Address by Alliance Partner – Judy Mulqueeny, SACPS at the SADTU National Women`s Day Celebrations
9 August 2012, Durban
“Strijdom, you have tampered with the women, You have struck a rock, You have unleashed a boulder, You will be crushed!” – An anthem that came out of the 1956 Women`s March
Today is the 56th anniversary of the women`s march that took place on 9 August 1956. On this day over 20,000 women of all races and all ages marched to the Union Building in Pretoria against passes.
Let`s remember some of the leaders – Lilian Ngoyi, Helen Joseph, Sophie Williams and Amina Cachalia. Some of the organisers of the march, such as Ray Alexander, could not be present because they were banned. The march was organized by the South African Federation of South African Women (FEDSAW).
It was made up of the organisations of the Congress Alliance and trade unions largely.
Our struggle is not only about leaders. Let us also take notice of the people that were present. Many of the African women wore traditional dress. Many of the Indian women present wore white saris. Many marched with babies on their backs or brought their small children. Many of the marchers were domestic workers. Some came with the children of their employers.
The women stood in silence for 30 minutes. Throughout the demonstration the huge crowd showed a discipline and dignity that was very impressive (Walker, 1991). The women expected to get arrested, or were prepared to go to jail with those who would be arrested.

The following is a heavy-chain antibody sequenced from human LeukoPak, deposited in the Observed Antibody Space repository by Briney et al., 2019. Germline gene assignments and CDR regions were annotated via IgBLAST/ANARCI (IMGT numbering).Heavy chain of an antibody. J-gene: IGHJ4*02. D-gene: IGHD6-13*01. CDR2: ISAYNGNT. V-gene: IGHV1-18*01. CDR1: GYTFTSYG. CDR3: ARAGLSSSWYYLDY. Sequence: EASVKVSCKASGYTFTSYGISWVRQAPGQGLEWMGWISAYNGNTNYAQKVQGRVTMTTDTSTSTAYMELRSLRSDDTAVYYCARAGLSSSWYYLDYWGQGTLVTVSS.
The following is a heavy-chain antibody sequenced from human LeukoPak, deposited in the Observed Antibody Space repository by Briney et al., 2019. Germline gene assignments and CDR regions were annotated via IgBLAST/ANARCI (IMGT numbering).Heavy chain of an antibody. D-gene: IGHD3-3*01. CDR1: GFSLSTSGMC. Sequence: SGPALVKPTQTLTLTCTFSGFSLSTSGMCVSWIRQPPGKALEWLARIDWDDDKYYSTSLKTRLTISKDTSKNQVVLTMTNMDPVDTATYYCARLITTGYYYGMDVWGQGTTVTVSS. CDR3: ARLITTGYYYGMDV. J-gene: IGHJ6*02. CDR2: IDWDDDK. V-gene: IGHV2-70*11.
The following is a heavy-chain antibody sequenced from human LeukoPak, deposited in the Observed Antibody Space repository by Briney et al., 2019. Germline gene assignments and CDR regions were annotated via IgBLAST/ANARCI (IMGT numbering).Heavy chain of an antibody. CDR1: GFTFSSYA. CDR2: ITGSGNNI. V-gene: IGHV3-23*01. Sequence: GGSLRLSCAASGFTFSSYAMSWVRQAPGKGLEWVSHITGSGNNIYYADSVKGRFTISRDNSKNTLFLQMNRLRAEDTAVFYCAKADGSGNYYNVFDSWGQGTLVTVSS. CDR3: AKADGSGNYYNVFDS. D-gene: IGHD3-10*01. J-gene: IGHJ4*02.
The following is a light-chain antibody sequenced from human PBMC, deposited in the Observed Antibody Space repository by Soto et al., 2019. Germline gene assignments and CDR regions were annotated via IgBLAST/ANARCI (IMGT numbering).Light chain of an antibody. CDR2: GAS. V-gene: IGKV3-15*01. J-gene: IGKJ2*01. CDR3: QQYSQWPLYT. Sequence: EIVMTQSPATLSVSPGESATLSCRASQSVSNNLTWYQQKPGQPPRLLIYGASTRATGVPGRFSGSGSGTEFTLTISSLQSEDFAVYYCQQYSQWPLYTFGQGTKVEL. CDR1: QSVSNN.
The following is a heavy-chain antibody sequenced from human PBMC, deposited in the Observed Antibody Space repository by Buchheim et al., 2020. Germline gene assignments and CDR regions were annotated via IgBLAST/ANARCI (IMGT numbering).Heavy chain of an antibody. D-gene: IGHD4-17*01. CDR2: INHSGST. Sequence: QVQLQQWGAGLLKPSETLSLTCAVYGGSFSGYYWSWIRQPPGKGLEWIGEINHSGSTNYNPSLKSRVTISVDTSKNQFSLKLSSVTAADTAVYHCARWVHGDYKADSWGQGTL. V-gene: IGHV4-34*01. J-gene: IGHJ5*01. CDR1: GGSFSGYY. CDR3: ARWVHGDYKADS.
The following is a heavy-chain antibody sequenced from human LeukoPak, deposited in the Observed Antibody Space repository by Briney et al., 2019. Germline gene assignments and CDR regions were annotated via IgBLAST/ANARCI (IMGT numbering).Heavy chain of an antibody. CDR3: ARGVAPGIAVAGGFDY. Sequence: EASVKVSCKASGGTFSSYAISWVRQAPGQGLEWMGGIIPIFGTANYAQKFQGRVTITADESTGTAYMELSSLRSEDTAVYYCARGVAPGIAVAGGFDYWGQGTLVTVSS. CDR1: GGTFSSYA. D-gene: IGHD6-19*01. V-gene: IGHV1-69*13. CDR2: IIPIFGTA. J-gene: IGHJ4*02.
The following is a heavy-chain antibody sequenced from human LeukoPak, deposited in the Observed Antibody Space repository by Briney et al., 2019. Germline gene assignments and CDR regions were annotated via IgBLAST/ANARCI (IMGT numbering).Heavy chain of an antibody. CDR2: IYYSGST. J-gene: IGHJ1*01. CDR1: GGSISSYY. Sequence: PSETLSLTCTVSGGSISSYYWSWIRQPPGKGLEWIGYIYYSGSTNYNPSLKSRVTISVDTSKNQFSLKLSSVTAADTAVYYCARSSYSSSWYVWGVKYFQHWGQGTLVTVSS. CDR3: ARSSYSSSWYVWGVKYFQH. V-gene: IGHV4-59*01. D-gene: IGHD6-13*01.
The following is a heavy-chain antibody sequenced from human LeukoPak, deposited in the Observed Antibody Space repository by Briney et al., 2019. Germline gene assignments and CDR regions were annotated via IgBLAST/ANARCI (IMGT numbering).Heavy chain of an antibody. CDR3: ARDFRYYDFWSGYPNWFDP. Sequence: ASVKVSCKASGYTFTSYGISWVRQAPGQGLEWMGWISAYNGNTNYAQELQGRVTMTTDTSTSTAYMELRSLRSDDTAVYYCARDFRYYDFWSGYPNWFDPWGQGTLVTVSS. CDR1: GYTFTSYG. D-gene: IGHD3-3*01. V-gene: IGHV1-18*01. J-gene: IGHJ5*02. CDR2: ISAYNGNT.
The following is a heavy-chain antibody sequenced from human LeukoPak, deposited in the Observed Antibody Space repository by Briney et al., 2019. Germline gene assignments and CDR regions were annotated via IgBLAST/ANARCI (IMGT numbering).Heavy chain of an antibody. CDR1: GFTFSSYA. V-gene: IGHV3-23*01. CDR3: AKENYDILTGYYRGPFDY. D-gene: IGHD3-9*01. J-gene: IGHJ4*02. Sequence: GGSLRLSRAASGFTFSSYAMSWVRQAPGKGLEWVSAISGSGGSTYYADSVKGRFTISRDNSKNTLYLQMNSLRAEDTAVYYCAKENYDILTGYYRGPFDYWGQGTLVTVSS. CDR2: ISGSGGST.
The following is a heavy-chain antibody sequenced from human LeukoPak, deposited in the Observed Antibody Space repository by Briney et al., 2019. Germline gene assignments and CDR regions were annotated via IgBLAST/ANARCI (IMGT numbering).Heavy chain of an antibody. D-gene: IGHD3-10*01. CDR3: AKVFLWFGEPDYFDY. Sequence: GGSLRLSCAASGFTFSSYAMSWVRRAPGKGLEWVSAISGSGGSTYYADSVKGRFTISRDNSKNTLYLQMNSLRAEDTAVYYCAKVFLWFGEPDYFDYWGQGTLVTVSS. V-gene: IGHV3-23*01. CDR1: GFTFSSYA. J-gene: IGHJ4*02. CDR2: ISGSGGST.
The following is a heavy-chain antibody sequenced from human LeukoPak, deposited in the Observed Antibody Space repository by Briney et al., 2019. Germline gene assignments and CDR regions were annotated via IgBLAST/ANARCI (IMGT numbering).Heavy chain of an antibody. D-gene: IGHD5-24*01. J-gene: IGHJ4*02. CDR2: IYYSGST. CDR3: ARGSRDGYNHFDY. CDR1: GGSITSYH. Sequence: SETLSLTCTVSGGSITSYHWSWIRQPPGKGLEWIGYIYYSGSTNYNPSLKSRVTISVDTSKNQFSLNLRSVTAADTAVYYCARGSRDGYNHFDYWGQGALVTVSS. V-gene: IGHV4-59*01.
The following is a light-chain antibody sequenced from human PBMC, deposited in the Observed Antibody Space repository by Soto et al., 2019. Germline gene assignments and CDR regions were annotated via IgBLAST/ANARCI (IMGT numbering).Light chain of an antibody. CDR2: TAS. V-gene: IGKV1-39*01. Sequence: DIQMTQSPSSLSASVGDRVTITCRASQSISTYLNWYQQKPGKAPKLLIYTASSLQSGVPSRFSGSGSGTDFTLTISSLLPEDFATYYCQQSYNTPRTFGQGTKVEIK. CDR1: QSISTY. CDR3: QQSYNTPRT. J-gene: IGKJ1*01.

Why was the march so significant? It has been said that FEDSAW challenged the idea that a women`s place is in the kitchen. It also challenged discrimination based on race, class and gender.
The march is significant now because we must see how to rebuild the mass movement, mass struggle or working class struggle. This is imperative given the challenges facing most of the black poor and working women – unemployment, poverty, HIV/AIDS and gender based violence. It seems that we are being forced to return to the kitchen and even to the bedroom.
According to many indicators of the advance of women, South Africa is a world leader. Yet the picture is a mixed one. The economy remains highly engendered. Global growth slowed down from 2008. Women who were already the face of global poverty were the first to suffer from the global economic crisis (Cronje, 2009). As informal, casualised or temporary workers, as single mothers, as primary caregivers, especially in the rural areas, they bore the brunt of restricted cash flow and high food, electricity and transport prices.
The rate of gender based violence is among the highest in the world, with the courts and health systems battling to cope. On the other side, young black men remain more likely than any other demographic group to be victims of homicide.
This brings into renewed focus that women`s rights are human rights. The products of the great struggles and suffering of the masses of the people, human rights have been institutionalised. Yet especially black working and poor women have faced immense obstacles in exercising them.
Lenin said; “Capitalism combines formal equality with economic and consequently, social inequality. That is one of the principle features of capitalism. The most glaring manifestation of this inconsistency is the inequality of women It is the chief task of the working women`s movement to fight for economic and social equality and not only formal equality of women (Pravda, 4 March, 1920)”.
Where is the women`s movement now?
(Most of the information on the 1956 women`s march was drawn from the website of South African History Online).